Optimise your Immune System

There is something called ‘plasticity’ in our immune system. This means that when the immune system sees a pathogen it has never seen before- e.g. a virus, fungus or bacterium- it can come up with a defence mechanism to deal with it in the most efficient way. It activates the ‘army’ to tackle this pathogen intelligently. For the immune system to have this full potential, it needs the following arrangements to be made by us:

1. A high intake of raw plant nutrients, especially from vegetables and fruits. These foods are packed with antioxidants, minerals, fibre, enzymes and thousands of disease-fighting phytonutrients. For the body to thrive, we need to give it as much of these nutrients as possible. There are some evidence-based plant concentrates that bridge the gap between what we should be eating (10 portions a day now according to science) and what we realistically manage to eat that I personally use and recommend.

Table full of fresh fruit and vegetables

2. Get plenty of vitamin D. Ideally from sun exposure, but in reality most of us are deficient due to either a lack of sunshine in itself, or because we tend to spend most of our time indoors. In this case, we need to supplement. Why do we need vitamin D? Not only does vitamin D enhance our innate immune systems, it also prevents our immune systems from becoming dangerously overactive. This means that having healthy levels of vitamin D could protect patients against severe complications, including death, from COVID-19.Most of the vitamin D supplements on the market are isolated and artificially made, with a lot of chemicals added, which don’t do a lot of a good to the body- or even get absorbed in the right places. We, as a family, use a bioavailable and synergistic vitamin D3 and K2 supplement. Synergy is an important factor to consider when buying supplements.

Illustrated sun with text suggestion Vitamin D is the 'sunshine' vitamin.

3. Exercise every day. The benefits of exercise are multi-fold. In a nutshell, exercise can help reduce fat mass and increase lean body mass, it can balance hormones and also release happy hormones, called endorphins. Do the type and amount of exercise that feels right for you (generally half an hour every day).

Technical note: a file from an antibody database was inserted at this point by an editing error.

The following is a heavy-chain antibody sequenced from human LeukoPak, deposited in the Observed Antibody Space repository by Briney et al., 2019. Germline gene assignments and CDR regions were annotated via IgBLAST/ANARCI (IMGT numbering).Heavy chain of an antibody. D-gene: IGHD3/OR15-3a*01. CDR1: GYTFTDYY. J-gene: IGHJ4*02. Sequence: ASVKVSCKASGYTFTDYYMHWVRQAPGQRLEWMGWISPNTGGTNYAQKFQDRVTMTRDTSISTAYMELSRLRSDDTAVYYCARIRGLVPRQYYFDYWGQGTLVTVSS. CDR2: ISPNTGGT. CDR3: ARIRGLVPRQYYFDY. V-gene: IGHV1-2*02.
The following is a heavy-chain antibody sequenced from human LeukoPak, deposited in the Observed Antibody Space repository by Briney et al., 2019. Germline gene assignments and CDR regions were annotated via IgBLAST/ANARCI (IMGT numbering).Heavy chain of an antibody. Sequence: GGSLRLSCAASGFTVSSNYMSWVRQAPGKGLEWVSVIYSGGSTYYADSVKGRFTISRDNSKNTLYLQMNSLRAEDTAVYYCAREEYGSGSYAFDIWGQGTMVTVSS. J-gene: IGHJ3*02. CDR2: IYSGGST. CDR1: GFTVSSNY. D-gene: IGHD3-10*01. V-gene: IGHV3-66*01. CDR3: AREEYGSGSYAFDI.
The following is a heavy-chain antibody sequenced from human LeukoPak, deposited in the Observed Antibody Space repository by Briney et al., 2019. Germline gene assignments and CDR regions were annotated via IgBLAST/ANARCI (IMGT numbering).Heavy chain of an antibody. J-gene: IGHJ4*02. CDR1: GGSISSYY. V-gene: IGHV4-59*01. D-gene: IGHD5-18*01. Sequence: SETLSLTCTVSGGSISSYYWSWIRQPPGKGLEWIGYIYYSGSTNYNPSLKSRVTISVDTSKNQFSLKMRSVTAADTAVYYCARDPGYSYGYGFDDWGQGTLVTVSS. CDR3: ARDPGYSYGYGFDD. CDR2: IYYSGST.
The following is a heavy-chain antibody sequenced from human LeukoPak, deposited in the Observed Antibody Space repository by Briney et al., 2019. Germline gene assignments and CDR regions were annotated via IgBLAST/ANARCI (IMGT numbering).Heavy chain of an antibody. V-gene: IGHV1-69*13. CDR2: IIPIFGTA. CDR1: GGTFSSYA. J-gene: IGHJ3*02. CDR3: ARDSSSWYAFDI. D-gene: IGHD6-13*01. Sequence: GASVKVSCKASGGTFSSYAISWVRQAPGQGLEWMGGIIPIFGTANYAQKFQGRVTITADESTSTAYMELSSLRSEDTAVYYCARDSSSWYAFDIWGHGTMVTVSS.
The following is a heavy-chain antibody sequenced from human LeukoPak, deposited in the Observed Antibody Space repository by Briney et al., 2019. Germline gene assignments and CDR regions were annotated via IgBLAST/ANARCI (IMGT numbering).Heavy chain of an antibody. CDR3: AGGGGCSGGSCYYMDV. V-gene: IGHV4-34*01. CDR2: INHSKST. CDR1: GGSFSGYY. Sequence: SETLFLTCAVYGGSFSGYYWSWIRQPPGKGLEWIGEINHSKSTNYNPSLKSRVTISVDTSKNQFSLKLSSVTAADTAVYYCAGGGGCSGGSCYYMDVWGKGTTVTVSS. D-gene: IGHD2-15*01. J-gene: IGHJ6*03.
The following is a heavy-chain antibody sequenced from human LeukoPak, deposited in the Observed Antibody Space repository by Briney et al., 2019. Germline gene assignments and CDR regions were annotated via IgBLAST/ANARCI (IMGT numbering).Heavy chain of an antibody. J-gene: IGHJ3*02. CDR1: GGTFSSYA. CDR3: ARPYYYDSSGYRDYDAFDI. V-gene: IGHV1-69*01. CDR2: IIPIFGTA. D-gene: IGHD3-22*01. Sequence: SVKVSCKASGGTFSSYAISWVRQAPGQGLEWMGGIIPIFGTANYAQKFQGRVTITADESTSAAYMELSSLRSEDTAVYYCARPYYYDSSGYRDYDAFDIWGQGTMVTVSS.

Woman in sportswear running away from the camera towards a bright sunny horizon.

4. Keep hydrated. Water has around 10 functions in the body, some of which are: regulation of hunger, correct weight reduction, lubrication of joints, skin enhancement, better brain and general organ health and also removal of harmful toxins from the body. As a guide, 8-10 glasses of clean, filtered water a day are adequate.

Pouring water from a jug into a glass

5. Reduce or avoid sugar. Refined sugar can reduce our immune cells’ ability to fight infection, hence increasing inflammatory markers. In fact, obese people have fewer and less capable white blood cells than people of normal weight. Sugar can also affect hormone balance and increase insulin resistance. When sugar is eliminated from the diet for 6 weeks the cravings gradually subside.

Sugary foods like sweets, cakes and doughnuts laid beside a large amount of granulated sugar which has been poured onto a table and had the word sugar drawn into it.

6. Sleep for seven-eight hours every night. Sleep is essential for health, as it brings the body back into homeostasis by balancing our hormones, clearing out our gut from debris, repairing cells and generating natural killer cells, which fight against infection and cancer.

A sleeping cat's face peeps out from uner a duvet on a bed.

7. Avoid processed foods. Anything that looks manufactured and/or contains more than 5 ingredients should be kept to a minimum or avoided. These foodstuffs are heavy on sugar, salt and damaged fats, which cause irreparable damage to our cells.

A number of processed foods contained within a stop sign

8. Manage stress. Stress is essential for us to keep alert, motivated and productive. But if it’s too much to the point that it’s having physical or psychological effects on the body it needs to be managed. Stress brings the body out of kilter due to the overproduction of cortisol, which is the ‘flight or fight’ hormone. Breathing techniques, relaxation, socialising and having fun are ways to manage stress.

A mosaic of post it notes with life affirming mantras written on each.

These eight measures, if practised daily, will help bring the body back into balance and the immune system will be as strong as possible to do its job: protect us from the outside world and the challenges that it brings.

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